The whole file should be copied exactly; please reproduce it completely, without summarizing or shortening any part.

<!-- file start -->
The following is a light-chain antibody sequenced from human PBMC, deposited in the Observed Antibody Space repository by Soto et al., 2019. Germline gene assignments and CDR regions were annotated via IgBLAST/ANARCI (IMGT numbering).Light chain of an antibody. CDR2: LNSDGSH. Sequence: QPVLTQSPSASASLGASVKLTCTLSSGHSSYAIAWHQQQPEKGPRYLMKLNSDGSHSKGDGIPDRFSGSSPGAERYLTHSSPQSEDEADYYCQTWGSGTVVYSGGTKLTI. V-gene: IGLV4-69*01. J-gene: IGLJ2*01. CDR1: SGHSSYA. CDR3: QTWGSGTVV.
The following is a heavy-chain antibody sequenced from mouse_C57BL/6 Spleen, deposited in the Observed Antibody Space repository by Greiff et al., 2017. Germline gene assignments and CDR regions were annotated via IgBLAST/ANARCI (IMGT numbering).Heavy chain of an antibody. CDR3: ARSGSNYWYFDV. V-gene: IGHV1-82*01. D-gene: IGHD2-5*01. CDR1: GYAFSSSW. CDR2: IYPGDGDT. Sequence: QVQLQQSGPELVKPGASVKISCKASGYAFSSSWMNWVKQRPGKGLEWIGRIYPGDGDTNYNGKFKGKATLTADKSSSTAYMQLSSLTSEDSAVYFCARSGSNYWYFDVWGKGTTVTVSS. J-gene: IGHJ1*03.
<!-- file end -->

The following is a light-chain antibody sequenced from human PBMC, deposited in the Observed Antibody Space repository by Soto et al., 2019. Germline gene assignments and CDR regions were annotated via IgBLAST/ANARCI (IMGT numbering).Light chain of an antibody. CDR2: LNSDGSH. Sequence: QPVLTQSPSASASLGASVKLTCTLSSGHSSYAIAWHQQQPEKGPRYLMKLNSDGSHSKGDGIPDRFSGSSPGAERYLTHSSPQSEDEADYYCQTWGSGTVVYSGGTKLTI. V-gene: IGLV4-69*01. J-gene: IGLJ2*01. CDR1: SGHSSYA. CDR3: QTWGSGTVV.
The following is a heavy-chain antibody sequenced from mouse_C57BL/6 Spleen, deposited in the Observed Antibody Space repository by Greiff et al., 2017. Germline gene assignments and CDR regions were annotated via IgBLAST/ANARCI (IMGT numbering).Heavy chain of an antibody. CDR3: ARSGSNYWYFDV. V-gene: IGHV1-82*01. D-gene: IGHD2-5*01. CDR1: GYAFSSSW. CDR2: IYPGDGDT. Sequence: QVQLQQSGPELVKPGASVKISCKASGYAFSSSWMNWVKQRPGKGLEWIGRIYPGDGDTNYNGKFKGKATLTADKSSSTAYMQLSSLTSEDSAVYFCARSGSNYWYFDVWGKGTTVTVSS. J-gene: IGHJ1*03.